Generation of P815AB-specific Th1 and Th2 cell clones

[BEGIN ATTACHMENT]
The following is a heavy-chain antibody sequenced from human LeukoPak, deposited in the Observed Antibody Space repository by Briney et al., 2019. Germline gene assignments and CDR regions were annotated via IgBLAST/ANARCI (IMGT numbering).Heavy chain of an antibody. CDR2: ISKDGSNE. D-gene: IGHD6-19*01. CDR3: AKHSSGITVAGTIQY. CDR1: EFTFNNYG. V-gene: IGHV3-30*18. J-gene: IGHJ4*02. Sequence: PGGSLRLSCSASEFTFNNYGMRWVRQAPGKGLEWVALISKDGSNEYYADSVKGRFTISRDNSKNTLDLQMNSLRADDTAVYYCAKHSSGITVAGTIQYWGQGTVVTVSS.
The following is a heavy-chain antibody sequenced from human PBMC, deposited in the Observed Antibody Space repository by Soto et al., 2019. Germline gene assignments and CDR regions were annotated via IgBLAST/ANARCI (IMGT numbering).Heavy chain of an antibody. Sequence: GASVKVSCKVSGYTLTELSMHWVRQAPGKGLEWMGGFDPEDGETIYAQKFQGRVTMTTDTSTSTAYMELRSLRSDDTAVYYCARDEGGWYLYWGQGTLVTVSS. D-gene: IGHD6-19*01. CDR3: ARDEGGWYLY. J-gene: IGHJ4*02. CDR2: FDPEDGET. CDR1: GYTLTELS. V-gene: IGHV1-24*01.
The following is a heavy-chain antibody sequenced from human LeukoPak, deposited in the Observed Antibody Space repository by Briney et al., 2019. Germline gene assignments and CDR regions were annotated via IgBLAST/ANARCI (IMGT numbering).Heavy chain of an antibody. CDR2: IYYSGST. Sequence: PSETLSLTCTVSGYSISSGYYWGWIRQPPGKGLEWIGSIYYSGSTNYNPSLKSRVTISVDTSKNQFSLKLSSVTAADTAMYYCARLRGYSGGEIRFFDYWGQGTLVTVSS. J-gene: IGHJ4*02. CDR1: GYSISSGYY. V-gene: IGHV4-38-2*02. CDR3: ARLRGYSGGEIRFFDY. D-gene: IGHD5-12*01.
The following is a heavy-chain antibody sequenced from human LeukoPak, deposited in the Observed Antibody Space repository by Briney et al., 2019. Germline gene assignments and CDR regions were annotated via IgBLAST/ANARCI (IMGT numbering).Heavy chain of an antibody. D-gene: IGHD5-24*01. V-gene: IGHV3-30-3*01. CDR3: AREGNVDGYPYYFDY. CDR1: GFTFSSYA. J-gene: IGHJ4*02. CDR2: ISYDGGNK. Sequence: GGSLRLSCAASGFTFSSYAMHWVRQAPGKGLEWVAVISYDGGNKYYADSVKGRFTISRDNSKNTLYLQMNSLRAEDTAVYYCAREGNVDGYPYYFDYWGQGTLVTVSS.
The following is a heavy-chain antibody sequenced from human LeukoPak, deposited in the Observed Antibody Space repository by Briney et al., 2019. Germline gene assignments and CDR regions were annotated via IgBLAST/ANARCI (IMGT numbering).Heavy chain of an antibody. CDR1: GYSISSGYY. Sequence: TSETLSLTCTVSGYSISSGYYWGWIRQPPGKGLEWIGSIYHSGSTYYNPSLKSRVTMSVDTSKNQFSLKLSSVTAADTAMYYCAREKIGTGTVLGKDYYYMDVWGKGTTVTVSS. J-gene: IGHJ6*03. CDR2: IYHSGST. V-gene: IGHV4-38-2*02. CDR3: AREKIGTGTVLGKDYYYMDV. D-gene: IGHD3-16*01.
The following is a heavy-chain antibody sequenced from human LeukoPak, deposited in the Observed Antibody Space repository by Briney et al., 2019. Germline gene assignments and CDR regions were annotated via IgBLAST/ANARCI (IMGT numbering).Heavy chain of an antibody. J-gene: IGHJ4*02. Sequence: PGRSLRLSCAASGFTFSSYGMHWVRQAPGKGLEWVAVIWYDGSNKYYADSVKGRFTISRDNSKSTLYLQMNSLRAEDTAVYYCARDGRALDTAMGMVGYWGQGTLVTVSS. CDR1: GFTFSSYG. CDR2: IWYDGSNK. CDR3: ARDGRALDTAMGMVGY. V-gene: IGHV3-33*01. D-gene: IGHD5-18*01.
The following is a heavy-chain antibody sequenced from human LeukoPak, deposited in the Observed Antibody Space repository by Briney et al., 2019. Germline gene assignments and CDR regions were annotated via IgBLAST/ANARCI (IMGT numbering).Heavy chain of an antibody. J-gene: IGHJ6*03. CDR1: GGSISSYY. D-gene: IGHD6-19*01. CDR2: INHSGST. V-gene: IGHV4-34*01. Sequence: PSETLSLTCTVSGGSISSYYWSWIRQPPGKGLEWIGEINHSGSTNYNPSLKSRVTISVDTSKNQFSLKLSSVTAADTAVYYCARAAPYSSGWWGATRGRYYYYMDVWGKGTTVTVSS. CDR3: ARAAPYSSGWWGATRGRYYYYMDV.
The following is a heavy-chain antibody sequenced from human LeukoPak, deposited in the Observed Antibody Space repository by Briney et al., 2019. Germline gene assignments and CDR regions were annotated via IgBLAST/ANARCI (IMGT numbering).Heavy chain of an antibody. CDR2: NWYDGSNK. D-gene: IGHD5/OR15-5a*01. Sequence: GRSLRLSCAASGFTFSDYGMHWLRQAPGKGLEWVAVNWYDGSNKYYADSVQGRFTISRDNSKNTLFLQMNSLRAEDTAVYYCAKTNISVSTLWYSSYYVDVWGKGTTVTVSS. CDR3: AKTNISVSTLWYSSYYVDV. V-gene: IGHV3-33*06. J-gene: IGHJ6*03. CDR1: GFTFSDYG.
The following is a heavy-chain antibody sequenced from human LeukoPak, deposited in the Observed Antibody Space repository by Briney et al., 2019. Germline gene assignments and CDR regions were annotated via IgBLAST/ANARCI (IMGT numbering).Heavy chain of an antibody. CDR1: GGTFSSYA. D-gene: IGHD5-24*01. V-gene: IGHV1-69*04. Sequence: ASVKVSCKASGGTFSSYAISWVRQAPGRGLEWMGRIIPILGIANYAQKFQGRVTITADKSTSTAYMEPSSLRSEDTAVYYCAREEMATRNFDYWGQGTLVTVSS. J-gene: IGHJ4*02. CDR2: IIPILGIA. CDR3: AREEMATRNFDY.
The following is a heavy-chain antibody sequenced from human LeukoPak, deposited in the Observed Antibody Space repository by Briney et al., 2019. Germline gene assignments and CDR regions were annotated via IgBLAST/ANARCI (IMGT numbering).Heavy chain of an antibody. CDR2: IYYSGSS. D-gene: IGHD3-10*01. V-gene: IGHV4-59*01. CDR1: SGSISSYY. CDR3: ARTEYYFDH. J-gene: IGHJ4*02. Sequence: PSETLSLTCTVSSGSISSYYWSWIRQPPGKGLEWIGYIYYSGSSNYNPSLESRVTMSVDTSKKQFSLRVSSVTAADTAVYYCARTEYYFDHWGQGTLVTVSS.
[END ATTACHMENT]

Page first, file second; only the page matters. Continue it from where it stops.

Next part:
To study the effect of Ag-specific CD4+ T cells on the function of endogenous CD8+ T cells recognizing the same tumor Ag, we generated CD4+ T cell populations from mice immunized with dendritic cells treated in vitro with IL-12 and pulsed with a P815AB-related dodecameric peptide (P815AB.12). Lymph node cells were restimulated in vitro with the eliciting peptide and then enriched for CD4+ T cells. The resulting T cell line was cloned by limiting dilution, yielding several types of specific clones, including those that secreted predominantly IFN-γ and those that secreted predominantly IL-4 (Fig. 1 A). Of >30 clones characterized in detail, F76, which appeared to be CD4+ and expressed intracellular IFN-γ by FACS analysis, and F2, also CD4+ but expressing IL-4 (Fig. 1, B and C), grew continuously for over 12 mo, allowing for further study. Functional characterization confirmed that F76 was Th1-type and mediated Th1-associated effector responses in vivo, in contrast to Th2-type F2. When admixed with P815AB-expressing tumor cells before intrafootpad injection, F76 elicited a classical DTH response that peaked at about 12 h postchallenge. No such response was observed in mice injected with F2 cells (Fig. 1 D). In the latter animals, a negligible nonspecific DTH was detected that did not increase in the presence of specific Ag.